S. Dakota bans TikTok from government devices

by Jacob Fuller

Marion Bae, FISM News

 

In the latest blow to social media giant TikTok, South Dakota Gov. Kristy Noem (Rep) has banned the application from all state-owned devices, citing a growing national security threat.

Gov. Noem signed an executive order (2022-10) on Tuesday that will ban all South Dakota state government agencies, employees, and contractors from using TikTok on state-owned or state-leased devices. The official press release for the decision mentions TikTok’s potential to be used as a data-gathering operation for the Chinese government.

“South Dakota will have no part in the intelligence gathering operations of nations who hate us,” Gov. Kristi Noem said, “The Chinese Communist Party uses information that it gathers on TikTok to manipulate the American people, and they gather data off the devices that access the platform.”

The executive order goes into effect immediately and prohibits downloading or using the TikTok mobile application and visiting the TikTok website on state devices.

“Because of our serious duty to protect the private data of South Dakota citizens, we must take this action immediately. I hope other states will follow South Dakota’s lead, and Congress should take broader action, as well,” Noem added.

While Gov. Noem is not the first to criticize TikTok and its ties to the Chinese Communist Party, she has just passed one of few legislations restricting the social media platform.

The U.S. Navy passed the first restriction on TikTok in 2019, which banned the platform from being used on government-issued devices after a “Cyber Awareness Message” from the Pentagon. The U.S. Army quickly passed similar measures.

Talks of a ban have also reached the executive branch as both former President Donald Trump and current President Joe Biden have discussed the App.

Before President Trump left office, he had made moves to bar Apple and Google from offering the TikTok App on their platforms, which would prevent new app downloads. This measure was blocked by a U.S. District Judge shortly before it was due to take effect.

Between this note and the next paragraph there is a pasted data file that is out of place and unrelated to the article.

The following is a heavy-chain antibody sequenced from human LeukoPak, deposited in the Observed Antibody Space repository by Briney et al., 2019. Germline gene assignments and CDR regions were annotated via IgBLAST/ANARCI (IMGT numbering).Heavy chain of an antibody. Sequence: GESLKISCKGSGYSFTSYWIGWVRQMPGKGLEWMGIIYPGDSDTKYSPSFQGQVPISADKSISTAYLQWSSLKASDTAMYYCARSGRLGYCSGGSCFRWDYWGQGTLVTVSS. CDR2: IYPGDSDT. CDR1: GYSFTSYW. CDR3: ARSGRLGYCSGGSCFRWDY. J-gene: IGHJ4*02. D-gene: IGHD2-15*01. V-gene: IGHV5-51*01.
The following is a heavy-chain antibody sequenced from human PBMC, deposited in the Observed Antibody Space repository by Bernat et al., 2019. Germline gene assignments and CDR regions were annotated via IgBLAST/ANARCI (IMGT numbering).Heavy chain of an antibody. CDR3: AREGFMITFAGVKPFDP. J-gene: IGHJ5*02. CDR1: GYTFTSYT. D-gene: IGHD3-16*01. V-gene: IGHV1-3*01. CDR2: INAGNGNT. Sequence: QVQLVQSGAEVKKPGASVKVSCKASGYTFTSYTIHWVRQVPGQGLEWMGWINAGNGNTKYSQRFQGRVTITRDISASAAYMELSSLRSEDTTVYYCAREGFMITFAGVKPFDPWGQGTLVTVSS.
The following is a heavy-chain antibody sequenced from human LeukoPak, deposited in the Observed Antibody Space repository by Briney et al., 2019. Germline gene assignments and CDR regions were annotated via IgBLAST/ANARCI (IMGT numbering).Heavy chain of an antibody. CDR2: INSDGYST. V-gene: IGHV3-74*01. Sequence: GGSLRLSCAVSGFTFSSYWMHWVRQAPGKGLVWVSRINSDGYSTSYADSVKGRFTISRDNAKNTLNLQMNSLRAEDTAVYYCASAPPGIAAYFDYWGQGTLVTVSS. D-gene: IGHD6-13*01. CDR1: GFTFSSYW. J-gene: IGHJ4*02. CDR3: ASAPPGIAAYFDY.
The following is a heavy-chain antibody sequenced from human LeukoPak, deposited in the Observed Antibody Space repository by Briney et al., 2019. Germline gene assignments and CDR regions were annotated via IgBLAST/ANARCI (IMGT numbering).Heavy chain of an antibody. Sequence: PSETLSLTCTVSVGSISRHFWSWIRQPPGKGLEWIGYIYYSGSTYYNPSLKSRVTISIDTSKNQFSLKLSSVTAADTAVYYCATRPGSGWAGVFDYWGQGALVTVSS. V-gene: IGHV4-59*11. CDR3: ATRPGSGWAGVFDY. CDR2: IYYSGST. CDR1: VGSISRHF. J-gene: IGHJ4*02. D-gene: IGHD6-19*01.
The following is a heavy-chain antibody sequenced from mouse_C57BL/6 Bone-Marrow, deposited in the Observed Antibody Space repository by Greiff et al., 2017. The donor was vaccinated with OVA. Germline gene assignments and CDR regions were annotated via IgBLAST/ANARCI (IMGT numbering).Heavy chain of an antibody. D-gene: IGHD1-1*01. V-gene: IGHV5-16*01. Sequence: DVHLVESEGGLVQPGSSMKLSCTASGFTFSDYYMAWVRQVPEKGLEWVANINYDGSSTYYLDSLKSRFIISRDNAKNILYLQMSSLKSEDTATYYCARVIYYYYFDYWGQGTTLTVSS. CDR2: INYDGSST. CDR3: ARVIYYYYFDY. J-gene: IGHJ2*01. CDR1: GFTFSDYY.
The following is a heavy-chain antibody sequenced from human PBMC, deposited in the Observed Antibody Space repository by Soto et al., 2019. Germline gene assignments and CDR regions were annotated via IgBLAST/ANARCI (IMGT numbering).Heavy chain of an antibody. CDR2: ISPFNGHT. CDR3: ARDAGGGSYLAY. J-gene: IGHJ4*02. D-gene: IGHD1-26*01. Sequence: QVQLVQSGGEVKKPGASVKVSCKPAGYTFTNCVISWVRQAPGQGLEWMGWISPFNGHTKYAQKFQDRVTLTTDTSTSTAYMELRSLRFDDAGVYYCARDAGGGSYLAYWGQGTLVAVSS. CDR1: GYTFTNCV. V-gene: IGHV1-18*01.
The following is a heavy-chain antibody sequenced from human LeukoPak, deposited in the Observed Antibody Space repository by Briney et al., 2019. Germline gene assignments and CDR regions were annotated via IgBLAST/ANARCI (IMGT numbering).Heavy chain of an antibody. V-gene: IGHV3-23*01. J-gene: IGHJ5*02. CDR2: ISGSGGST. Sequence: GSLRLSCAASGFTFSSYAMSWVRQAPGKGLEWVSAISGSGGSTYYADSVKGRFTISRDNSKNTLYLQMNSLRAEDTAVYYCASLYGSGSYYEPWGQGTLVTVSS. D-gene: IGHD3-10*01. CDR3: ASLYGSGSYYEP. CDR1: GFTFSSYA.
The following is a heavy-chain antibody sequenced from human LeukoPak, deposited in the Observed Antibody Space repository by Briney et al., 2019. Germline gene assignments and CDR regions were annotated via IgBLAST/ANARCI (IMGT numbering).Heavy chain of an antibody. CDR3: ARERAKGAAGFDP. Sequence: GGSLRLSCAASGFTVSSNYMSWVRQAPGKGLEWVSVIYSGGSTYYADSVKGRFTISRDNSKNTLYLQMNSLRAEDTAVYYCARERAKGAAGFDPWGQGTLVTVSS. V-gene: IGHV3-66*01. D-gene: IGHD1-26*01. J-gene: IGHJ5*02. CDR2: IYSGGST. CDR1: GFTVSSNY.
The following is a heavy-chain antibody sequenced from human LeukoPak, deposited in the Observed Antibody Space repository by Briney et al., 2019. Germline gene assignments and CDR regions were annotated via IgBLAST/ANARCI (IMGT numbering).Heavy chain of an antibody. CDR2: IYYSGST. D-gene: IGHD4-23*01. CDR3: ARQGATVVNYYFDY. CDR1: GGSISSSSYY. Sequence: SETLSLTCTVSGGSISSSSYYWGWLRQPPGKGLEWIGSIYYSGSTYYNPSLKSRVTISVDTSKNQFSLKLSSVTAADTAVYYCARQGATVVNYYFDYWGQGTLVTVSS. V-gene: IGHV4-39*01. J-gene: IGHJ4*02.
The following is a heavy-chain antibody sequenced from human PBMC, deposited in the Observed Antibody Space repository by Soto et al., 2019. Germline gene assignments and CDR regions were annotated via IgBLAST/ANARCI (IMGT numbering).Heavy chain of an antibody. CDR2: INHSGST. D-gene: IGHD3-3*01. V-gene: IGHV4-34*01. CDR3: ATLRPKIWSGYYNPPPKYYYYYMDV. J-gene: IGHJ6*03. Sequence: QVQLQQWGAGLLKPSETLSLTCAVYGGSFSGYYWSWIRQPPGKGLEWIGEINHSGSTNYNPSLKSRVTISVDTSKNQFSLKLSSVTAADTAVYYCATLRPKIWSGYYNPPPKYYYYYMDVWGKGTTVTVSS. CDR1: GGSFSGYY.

Trump’s efforts to have TikTok sold to a U.S.-owned corporation also never came to fruition, and the Biden administration did not continue with these plans.

In June of 2021, Biden issued an executive order which overturned Trump’s three prior executive orders which focused on addressing national security risks related to American use of Chinese applications, including TikTok and WeChat.

Biden also asked two federal appeals courts to drop challenges the Justice Department filed regarding the court’s decision to block Trump’s ban on new app downloads.

While the Biden Administration has made no strong moves to restrict TikTok, support for a TikTok ban seems to be traversing party lines. Last month, Senate Intelligence Committee Chairman Mark Warner (D-Va.) said in a statement to The Sydney Morning Herald, “This is not something you would normally hear me say, but Donald Trump was right on TikTok years ago.”

“If your country uses Huawei, if your kids are on TikTok … the ability for China to have undue influence is a much greater challenge and a much more immediate threat than any kind of actual, armed conflict,” Warner added.

Sen. Warner, along with Vice Chairman Marco Rubio (R-Fla.), had previously urged the Federal Trade Commission (FTC) to carry out a formal investigation on TikTok and parent company ByteDance. They cited reports of executives and engineers residing in China able to repeatedly access the private user data of Americans.

With bipartisan support and a Republican majority in the House of Representatives, further measures to restrict or ban TikTok could be on the horizon.

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